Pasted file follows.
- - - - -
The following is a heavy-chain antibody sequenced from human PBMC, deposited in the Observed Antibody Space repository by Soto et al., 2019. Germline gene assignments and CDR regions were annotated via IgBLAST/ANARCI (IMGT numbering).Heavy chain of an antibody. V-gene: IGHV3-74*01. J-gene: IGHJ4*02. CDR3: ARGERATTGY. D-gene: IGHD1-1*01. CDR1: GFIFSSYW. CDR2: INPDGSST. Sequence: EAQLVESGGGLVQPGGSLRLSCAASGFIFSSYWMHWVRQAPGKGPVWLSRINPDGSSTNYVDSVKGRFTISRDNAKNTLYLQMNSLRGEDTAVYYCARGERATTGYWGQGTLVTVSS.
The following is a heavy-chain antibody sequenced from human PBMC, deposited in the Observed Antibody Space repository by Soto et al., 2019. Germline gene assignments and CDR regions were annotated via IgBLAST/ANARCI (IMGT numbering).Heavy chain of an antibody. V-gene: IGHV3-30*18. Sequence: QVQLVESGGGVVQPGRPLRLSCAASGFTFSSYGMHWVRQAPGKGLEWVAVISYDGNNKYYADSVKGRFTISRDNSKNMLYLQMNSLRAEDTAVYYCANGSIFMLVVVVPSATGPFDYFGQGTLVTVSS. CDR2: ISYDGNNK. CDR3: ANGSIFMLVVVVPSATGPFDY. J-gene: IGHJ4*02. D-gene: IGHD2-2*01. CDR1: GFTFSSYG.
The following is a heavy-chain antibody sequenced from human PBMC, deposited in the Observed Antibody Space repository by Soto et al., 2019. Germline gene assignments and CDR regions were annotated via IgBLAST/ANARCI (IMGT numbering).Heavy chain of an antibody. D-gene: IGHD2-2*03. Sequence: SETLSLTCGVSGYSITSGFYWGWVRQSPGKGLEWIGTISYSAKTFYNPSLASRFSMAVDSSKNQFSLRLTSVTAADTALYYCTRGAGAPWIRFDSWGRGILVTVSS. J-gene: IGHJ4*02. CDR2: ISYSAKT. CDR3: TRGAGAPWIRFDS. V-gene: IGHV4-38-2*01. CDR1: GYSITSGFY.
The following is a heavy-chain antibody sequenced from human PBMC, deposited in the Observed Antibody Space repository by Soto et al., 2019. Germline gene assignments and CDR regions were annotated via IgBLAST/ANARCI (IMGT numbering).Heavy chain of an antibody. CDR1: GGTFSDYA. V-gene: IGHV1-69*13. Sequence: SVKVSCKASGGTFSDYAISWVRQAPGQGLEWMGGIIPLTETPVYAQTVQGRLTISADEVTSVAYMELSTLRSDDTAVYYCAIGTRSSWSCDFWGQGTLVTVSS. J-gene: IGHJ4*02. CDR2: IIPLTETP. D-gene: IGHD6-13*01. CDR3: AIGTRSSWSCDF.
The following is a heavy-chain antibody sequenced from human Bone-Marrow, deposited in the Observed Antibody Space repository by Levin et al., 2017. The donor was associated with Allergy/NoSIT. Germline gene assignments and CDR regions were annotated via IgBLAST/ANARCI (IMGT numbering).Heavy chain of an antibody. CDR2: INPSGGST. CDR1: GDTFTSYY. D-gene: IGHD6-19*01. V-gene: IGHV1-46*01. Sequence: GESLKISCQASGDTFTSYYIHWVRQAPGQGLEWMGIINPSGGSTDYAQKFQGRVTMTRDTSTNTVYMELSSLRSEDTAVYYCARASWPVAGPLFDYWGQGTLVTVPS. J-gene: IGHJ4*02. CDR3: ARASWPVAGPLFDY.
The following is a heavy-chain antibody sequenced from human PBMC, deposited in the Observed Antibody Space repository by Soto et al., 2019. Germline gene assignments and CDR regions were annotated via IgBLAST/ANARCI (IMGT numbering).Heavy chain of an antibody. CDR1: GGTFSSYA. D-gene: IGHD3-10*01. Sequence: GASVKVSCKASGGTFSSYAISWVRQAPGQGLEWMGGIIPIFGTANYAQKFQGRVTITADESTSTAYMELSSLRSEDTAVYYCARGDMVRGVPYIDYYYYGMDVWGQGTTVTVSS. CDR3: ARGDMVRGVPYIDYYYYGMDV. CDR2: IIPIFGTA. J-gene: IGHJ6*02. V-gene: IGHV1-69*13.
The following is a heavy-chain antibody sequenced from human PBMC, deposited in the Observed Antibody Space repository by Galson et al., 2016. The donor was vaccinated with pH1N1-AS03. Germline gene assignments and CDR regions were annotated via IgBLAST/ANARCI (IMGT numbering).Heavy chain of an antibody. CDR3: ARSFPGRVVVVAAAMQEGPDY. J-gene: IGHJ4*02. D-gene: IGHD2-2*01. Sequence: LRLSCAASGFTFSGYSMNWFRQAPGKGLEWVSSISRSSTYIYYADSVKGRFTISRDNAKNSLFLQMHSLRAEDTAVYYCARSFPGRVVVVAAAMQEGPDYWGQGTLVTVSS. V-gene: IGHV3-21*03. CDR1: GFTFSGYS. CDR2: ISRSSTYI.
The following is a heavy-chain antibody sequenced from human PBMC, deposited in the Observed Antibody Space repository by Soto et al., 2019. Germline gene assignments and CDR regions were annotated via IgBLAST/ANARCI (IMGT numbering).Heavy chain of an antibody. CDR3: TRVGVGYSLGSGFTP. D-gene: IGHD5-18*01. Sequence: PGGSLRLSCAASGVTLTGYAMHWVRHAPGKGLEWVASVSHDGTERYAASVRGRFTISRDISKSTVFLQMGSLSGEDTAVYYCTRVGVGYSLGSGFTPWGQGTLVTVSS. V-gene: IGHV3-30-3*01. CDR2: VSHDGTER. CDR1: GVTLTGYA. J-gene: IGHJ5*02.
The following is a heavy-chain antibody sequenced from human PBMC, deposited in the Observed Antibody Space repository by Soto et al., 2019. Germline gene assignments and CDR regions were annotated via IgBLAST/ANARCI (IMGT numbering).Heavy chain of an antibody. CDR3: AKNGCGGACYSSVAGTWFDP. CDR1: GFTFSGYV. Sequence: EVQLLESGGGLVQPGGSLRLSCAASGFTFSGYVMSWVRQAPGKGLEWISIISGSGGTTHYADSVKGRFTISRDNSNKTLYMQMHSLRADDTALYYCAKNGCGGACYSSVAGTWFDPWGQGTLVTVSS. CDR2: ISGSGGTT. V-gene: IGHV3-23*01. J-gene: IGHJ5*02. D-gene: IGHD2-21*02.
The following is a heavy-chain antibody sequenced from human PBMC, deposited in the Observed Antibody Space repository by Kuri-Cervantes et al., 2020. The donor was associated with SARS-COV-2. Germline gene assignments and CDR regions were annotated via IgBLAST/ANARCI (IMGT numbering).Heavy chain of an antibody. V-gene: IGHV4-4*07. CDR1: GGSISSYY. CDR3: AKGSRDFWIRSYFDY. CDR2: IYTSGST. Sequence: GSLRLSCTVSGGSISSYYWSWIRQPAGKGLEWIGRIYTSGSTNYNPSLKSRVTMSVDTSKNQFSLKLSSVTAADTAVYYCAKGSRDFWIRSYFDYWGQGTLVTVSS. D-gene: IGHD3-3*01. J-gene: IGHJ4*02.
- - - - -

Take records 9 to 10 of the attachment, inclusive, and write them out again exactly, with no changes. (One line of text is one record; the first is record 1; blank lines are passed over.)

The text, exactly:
The following is a heavy-chain antibody sequenced from human PBMC, deposited in the Observed Antibody Space repository by Soto et al., 2019. Germline gene assignments and CDR regions were annotated via IgBLAST/ANARCI (IMGT numbering).Heavy chain of an antibody. CDR3: AKNGCGGACYSSVAGTWFDP. CDR1: GFTFSGYV. Sequence: EVQLLESGGGLVQPGGSLRLSCAASGFTFSGYVMSWVRQAPGKGLEWISIISGSGGTTHYADSVKGRFTISRDNSNKTLYMQMHSLRADDTALYYCAKNGCGGACYSSVAGTWFDPWGQGTLVTVSS. CDR2: ISGSGGTT. V-gene: IGHV3-23*01. J-gene: IGHJ5*02. D-gene: IGHD2-21*02.
The following is a heavy-chain antibody sequenced from human PBMC, deposited in the Observed Antibody Space repository by Kuri-Cervantes et al., 2020. The donor was associated with SARS-COV-2. Germline gene assignments and CDR regions were annotated via IgBLAST/ANARCI (IMGT numbering).Heavy chain of an antibody. V-gene: IGHV4-4*07. CDR1: GGSISSYY. CDR3: AKGSRDFWIRSYFDY. CDR2: IYTSGST. Sequence: GSLRLSCTVSGGSISSYYWSWIRQPAGKGLEWIGRIYTSGSTNYNPSLKSRVTMSVDTSKNQFSLKLSSVTAADTAVYYCAKGSRDFWIRSYFDYWGQGTLVTVSS. D-gene: IGHD3-3*01. J-gene: IGHJ4*02.